Lolco and Lanin N.R. were the most fragmented areas (Fig. 2D). In Lolco, the low density of the species made plot establishment difficult (<50 trees/ha). Likewise, it was stated that this area was severely altered since no signs of regeneration were detected, and the remaining individuals showed old grown state. According to Drake ([13]), this might indicate that araucaria stands are in decline phase and will be lost in a short period of time. In Villarrica N.P. araucaria stands showed a good height growth, but without regeneration and with a low ratio female/male trees (Tab. 2 and 4). Nalca Valley and one of the plots in Conguillio N.P. showed medium levels of regeneration. Nevertheless, in Nalca Valley regeneration was found to be better in open zones while in Conguillio N.P. regeneration was found in full shade zones (Fig. 2A, 2B and 2C).

In Nahuelbuta Cordillera, araucaria showed medium levels of natural regeneration forming even aged stands associated with N. dombeyi (Tab. 2, Fig. 2E). Furthermore, due to the high forest density in these stands a higher proportion of trees were found with umbrella form. In Malalcahuello N.R. araucaria stands grew in different physiographical conditions (slope and aspect). In Cunco District, the stand (N. Dombeyi and N. Pumilo) and the canopy composition (percentage of associated species) displayed irregular natural regeneration (Tab. 2).

## Establishment of a tree network for the genetic diversity analysis

Altogether, 371 trees were catalogued, 193 males and 178 females. Nevertheless, the different characteristics of the evaluated stands made our initial objective feasible in only two locations, Cunco District and Malalcahuello N.R. The target number of female trees was also achieved in two other sampling sites, Nalca Valley and Lanin N.R. and the target male in one more, Nahuelbuta N.R. (Tab. 4). The expected number of sampled trees was not attained in all locations due to the different states of the evaluated stands. The situation found in Villarrica N.R. and Lolco was more complicated than the aforementioned since the number of female trees was very low (8 and 3, respectively) and in the latter this was also the case with respect to the number of male trees (Tab. 4). In fact, in Lolco the ecological situation was highly altered and with alarming density levels (Tab. 2). These results reveal that the trees listed in this study are the only remaining of the species in these areas (Tab. 4). Given all this, the impossibility to attain the sampling target is clear proof of the threat to its genetic diversity.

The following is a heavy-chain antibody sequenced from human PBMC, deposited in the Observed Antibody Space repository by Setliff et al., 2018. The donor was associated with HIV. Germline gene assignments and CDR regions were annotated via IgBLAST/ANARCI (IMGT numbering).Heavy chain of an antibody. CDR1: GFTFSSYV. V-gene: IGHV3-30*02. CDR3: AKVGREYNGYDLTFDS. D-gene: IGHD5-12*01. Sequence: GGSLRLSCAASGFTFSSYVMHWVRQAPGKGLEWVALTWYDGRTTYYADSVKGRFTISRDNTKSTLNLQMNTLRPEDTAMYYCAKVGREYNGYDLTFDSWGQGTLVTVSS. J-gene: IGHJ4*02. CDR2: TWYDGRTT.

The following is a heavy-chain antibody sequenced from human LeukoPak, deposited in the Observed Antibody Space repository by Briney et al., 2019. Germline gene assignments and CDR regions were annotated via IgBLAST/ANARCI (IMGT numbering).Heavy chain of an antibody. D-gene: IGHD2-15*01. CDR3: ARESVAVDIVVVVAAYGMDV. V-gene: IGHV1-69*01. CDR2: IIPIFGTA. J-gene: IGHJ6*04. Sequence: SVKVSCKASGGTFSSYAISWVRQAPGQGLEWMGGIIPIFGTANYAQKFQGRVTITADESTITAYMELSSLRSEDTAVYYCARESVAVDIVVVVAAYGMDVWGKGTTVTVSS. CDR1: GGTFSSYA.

Tab. 4 - Number of female and male trees sampled in the collecting mission.

Nevertheless, we consider that not only the number of catalogued trees but also their distribution (spatial, sexes and age classes) is an excellent basis for genetic analysis, providing for a first round examination of the species from a broad distribution range and allowing the identification of further areas of interest.

Our future goal, whenever funding will be available, would be to address the above studies using genetic markers as seed storage proteins and SSRs. Indeed, the former have been used as an estimator of the genetic diversity in forest species ([2], [3], [20], [21]) and in the case of conifers this technique is particularly favourable, given the haploid nature of the reserve tissue.

In fact, as the collecting mission was carried out in the fruit ripening period, an additional activity of sampling seeds from all female trees was undertaken. We consider that the use of both kinds of the above markers will provide good information to set up lines of action aimed to ensure the preservation of the species genetic resources and its survival for future generations.

# Conclusions

The expedition showed that the natural regeneration of A. araucana is low or nonexistent in most of its distribution range, and this is the most evident sign of araucaria forests degradation. Furthermore, the state of degradation is such that the aim of establishing a tree network to be used in genetic diversity studies was only partially achieved.

Taking into account both regeneration ability and the total number of catalogued trees in each site, the best conserved areas were Malalcahuello N.R., Cunco District and Nahuelbuta N.R. Conversely, a severely altered situation was detected in Villarrica N.R., Lanin N.R. and Lolco. In fact, preliminary results allowed areas of dramatic landscape alteration to be identified as Lolco, which according to the available information has experienced an extensive loss of populations throughout its distribution range. This should be a priority area for conservation because if the current will persist, the above araucaria population will be lost, as it happened with other habitats.

To sum up, the complex structure and distribution range of the species makes a strategic approach necessary to conserve the genetic resources of the species and guarantee its future. In fact, the genetic studies that can be carried out on the basis of this tree network will be of great utility for the development of this strategy.

# Acknowledgments

This research was partially supported by grant No. 207.141.018-1.0 from the Research Service of Concepción University (Chile) and by grant B/6585/06 of the Spanish Agency of International Cooperation (AECI) from the Ministry for Foreign Affairs and Cooperation (Spain).